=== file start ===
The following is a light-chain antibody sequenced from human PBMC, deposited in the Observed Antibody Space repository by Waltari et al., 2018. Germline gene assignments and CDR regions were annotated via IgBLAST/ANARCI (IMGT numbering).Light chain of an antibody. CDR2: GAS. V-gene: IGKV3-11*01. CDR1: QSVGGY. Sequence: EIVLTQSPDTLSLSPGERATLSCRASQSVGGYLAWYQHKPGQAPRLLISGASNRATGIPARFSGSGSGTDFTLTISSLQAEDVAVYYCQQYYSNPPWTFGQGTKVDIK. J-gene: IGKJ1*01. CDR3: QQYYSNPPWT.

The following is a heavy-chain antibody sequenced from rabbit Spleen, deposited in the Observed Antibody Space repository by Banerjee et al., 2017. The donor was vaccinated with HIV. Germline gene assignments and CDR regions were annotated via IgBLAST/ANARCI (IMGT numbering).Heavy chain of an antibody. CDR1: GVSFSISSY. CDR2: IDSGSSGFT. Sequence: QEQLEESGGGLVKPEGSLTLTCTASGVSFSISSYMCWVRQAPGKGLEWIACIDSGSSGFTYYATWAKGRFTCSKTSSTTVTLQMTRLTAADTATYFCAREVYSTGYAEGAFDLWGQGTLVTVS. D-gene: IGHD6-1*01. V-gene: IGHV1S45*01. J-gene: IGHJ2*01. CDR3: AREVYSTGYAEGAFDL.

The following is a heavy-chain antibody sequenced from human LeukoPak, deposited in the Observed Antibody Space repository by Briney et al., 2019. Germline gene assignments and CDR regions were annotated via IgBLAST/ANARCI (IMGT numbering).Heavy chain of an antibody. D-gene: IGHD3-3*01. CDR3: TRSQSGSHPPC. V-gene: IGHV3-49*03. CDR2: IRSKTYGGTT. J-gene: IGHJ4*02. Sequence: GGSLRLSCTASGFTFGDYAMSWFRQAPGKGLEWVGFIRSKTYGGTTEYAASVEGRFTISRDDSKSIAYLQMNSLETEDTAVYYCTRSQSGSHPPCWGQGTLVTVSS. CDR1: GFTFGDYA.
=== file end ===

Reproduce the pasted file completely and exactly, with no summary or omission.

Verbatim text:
The following is a light-chain antibody sequenced from human PBMC, deposited in the Observed Antibody Space repository by Waltari et al., 2018. Germline gene assignments and CDR regions were annotated via IgBLAST/ANARCI (IMGT numbering).Light chain of an antibody. CDR2: GAS. V-gene: IGKV3-11*01. CDR1: QSVGGY. Sequence: EIVLTQSPDTLSLSPGERATLSCRASQSVGGYLAWYQHKPGQAPRLLISGASNRATGIPARFSGSGSGTDFTLTISSLQAEDVAVYYCQQYYSNPPWTFGQGTKVDIK. J-gene: IGKJ1*01. CDR3: QQYYSNPPWT.

The following is a heavy-chain antibody sequenced from rabbit Spleen, deposited in the Observed Antibody Space repository by Banerjee et al., 2017. The donor was vaccinated with HIV. Germline gene assignments and CDR regions were annotated via IgBLAST/ANARCI (IMGT numbering).Heavy chain of an antibody. CDR1: GVSFSISSY. CDR2: IDSGSSGFT. Sequence: QEQLEESGGGLVKPEGSLTLTCTASGVSFSISSYMCWVRQAPGKGLEWIACIDSGSSGFTYYATWAKGRFTCSKTSSTTVTLQMTRLTAADTATYFCAREVYSTGYAEGAFDLWGQGTLVTVS. D-gene: IGHD6-1*01. V-gene: IGHV1S45*01. J-gene: IGHJ2*01. CDR3: AREVYSTGYAEGAFDL.

The following is a heavy-chain antibody sequenced from human LeukoPak, deposited in the Observed Antibody Space repository by Briney et al., 2019. Germline gene assignments and CDR regions were annotated via IgBLAST/ANARCI (IMGT numbering).Heavy chain of an antibody. D-gene: IGHD3-3*01. CDR3: TRSQSGSHPPC. V-gene: IGHV3-49*03. CDR2: IRSKTYGGTT. J-gene: IGHJ4*02. Sequence: GGSLRLSCTASGFTFGDYAMSWFRQAPGKGLEWVGFIRSKTYGGTTEYAASVEGRFTISRDDSKSIAYLQMNSLETEDTAVYYCTRSQSGSHPPCWGQGTLVTVSS. CDR1: GFTFGDYA.